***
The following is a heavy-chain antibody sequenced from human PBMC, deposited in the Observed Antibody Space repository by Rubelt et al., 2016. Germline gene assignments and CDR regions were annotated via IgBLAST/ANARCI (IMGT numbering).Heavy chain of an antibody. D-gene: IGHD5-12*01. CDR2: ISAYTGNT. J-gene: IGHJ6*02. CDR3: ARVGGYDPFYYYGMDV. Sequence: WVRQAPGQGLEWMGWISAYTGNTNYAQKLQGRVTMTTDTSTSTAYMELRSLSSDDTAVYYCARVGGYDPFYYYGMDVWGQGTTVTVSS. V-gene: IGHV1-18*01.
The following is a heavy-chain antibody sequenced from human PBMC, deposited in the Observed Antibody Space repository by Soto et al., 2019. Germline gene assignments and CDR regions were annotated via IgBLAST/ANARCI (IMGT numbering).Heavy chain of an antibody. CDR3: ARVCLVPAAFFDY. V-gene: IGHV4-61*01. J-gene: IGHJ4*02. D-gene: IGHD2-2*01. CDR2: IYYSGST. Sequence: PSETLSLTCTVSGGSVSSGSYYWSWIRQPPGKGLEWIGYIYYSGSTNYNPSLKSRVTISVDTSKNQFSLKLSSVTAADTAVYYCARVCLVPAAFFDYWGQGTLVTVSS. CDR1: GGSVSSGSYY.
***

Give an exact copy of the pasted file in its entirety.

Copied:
The following is a heavy-chain antibody sequenced from human PBMC, deposited in the Observed Antibody Space repository by Rubelt et al., 2016. Germline gene assignments and CDR regions were annotated via IgBLAST/ANARCI (IMGT numbering).Heavy chain of an antibody. D-gene: IGHD5-12*01. CDR2: ISAYTGNT. J-gene: IGHJ6*02. CDR3: ARVGGYDPFYYYGMDV. Sequence: WVRQAPGQGLEWMGWISAYTGNTNYAQKLQGRVTMTTDTSTSTAYMELRSLSSDDTAVYYCARVGGYDPFYYYGMDVWGQGTTVTVSS. V-gene: IGHV1-18*01.
The following is a heavy-chain antibody sequenced from human PBMC, deposited in the Observed Antibody Space repository by Soto et al., 2019. Germline gene assignments and CDR regions were annotated via IgBLAST/ANARCI (IMGT numbering).Heavy chain of an antibody. CDR3: ARVCLVPAAFFDY. V-gene: IGHV4-61*01. J-gene: IGHJ4*02. D-gene: IGHD2-2*01. CDR2: IYYSGST. Sequence: PSETLSLTCTVSGGSVSSGSYYWSWIRQPPGKGLEWIGYIYYSGSTNYNPSLKSRVTISVDTSKNQFSLKLSSVTAADTAVYYCARVCLVPAAFFDYWGQGTLVTVSS. CDR1: GGSVSSGSYY.